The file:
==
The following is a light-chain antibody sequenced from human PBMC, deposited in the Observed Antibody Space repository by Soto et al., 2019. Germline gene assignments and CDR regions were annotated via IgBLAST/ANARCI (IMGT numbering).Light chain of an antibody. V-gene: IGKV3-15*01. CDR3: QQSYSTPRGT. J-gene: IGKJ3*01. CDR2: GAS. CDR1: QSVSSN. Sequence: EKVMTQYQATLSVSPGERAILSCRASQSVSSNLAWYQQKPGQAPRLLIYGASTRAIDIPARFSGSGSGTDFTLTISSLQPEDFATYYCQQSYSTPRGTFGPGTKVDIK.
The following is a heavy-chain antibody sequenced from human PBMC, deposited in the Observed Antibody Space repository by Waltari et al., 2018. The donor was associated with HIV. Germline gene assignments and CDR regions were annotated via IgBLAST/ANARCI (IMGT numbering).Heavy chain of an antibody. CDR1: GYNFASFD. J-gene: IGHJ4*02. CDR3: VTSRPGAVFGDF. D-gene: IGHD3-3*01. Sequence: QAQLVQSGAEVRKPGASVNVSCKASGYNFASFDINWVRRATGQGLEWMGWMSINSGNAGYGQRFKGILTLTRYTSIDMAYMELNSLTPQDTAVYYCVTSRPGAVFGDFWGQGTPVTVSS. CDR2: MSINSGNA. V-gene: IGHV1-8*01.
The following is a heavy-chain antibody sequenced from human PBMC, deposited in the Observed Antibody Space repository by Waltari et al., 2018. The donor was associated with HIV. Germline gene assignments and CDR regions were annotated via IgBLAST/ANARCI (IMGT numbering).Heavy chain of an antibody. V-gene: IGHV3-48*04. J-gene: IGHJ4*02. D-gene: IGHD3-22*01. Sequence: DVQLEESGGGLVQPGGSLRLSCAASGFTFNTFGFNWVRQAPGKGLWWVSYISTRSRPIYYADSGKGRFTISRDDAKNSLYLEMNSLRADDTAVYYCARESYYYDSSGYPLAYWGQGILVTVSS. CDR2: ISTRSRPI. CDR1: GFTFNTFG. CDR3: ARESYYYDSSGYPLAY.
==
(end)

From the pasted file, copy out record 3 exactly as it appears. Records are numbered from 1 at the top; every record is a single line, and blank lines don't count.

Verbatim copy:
The following is a heavy-chain antibody sequenced from human PBMC, deposited in the Observed Antibody Space repository by Waltari et al., 2018. The donor was associated with HIV. Germline gene assignments and CDR regions were annotated via IgBLAST/ANARCI (IMGT numbering).Heavy chain of an antibody. V-gene: IGHV3-48*04. J-gene: IGHJ4*02. D-gene: IGHD3-22*01. Sequence: DVQLEESGGGLVQPGGSLRLSCAASGFTFNTFGFNWVRQAPGKGLWWVSYISTRSRPIYYADSGKGRFTISRDDAKNSLYLEMNSLRADDTAVYYCARESYYYDSSGYPLAYWGQGILVTVSS. CDR2: ISTRSRPI. CDR1: GFTFNTFG. CDR3: ARESYYYDSSGYPLAY.